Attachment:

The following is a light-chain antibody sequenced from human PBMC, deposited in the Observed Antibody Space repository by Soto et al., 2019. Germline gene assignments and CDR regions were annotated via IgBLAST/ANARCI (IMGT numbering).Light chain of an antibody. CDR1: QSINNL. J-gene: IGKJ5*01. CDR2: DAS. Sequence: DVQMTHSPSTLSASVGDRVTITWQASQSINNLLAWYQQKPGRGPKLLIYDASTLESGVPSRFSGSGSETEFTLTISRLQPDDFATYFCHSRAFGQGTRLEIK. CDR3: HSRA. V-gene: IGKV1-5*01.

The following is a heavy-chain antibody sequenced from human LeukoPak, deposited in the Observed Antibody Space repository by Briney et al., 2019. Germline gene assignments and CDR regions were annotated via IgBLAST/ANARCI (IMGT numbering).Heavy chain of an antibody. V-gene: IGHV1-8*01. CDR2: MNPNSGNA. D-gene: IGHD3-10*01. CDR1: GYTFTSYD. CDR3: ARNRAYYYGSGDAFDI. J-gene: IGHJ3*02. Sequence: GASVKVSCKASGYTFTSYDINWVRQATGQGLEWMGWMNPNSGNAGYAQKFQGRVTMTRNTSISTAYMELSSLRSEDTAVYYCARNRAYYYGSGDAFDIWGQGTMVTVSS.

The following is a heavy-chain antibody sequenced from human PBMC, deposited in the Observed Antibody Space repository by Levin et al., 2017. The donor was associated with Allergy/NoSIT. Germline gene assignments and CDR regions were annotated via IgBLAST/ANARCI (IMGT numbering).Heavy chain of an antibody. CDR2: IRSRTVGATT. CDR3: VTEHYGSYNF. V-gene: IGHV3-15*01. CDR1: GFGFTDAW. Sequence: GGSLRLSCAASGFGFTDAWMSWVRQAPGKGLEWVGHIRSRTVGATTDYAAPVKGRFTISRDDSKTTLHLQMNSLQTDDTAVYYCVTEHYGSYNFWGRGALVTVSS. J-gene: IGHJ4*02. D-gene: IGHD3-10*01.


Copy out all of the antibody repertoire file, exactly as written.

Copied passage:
The following is a light-chain antibody sequenced from human PBMC, deposited in the Observed Antibody Space repository by Soto et al., 2019. Germline gene assignments and CDR regions were annotated via IgBLAST/ANARCI (IMGT numbering).Light chain of an antibody. CDR1: QSINNL. J-gene: IGKJ5*01. CDR2: DAS. Sequence: DVQMTHSPSTLSASVGDRVTITWQASQSINNLLAWYQQKPGRGPKLLIYDASTLESGVPSRFSGSGSETEFTLTISRLQPDDFATYFCHSRAFGQGTRLEIK. CDR3: HSRA. V-gene: IGKV1-5*01.

The following is a heavy-chain antibody sequenced from human LeukoPak, deposited in the Observed Antibody Space repository by Briney et al., 2019. Germline gene assignments and CDR regions were annotated via IgBLAST/ANARCI (IMGT numbering).Heavy chain of an antibody. V-gene: IGHV1-8*01. CDR2: MNPNSGNA. D-gene: IGHD3-10*01. CDR1: GYTFTSYD. CDR3: ARNRAYYYGSGDAFDI. J-gene: IGHJ3*02. Sequence: GASVKVSCKASGYTFTSYDINWVRQATGQGLEWMGWMNPNSGNAGYAQKFQGRVTMTRNTSISTAYMELSSLRSEDTAVYYCARNRAYYYGSGDAFDIWGQGTMVTVSS.

The following is a heavy-chain antibody sequenced from human PBMC, deposited in the Observed Antibody Space repository by Levin et al., 2017. The donor was associated with Allergy/NoSIT. Germline gene assignments and CDR regions were annotated via IgBLAST/ANARCI (IMGT numbering).Heavy chain of an antibody. CDR2: IRSRTVGATT. CDR3: VTEHYGSYNF. V-gene: IGHV3-15*01. CDR1: GFGFTDAW. Sequence: GGSLRLSCAASGFGFTDAWMSWVRQAPGKGLEWVGHIRSRTVGATTDYAAPVKGRFTISRDDSKTTLHLQMNSLQTDDTAVYYCVTEHYGSYNFWGRGALVTVSS. J-gene: IGHJ4*02. D-gene: IGHD3-10*01.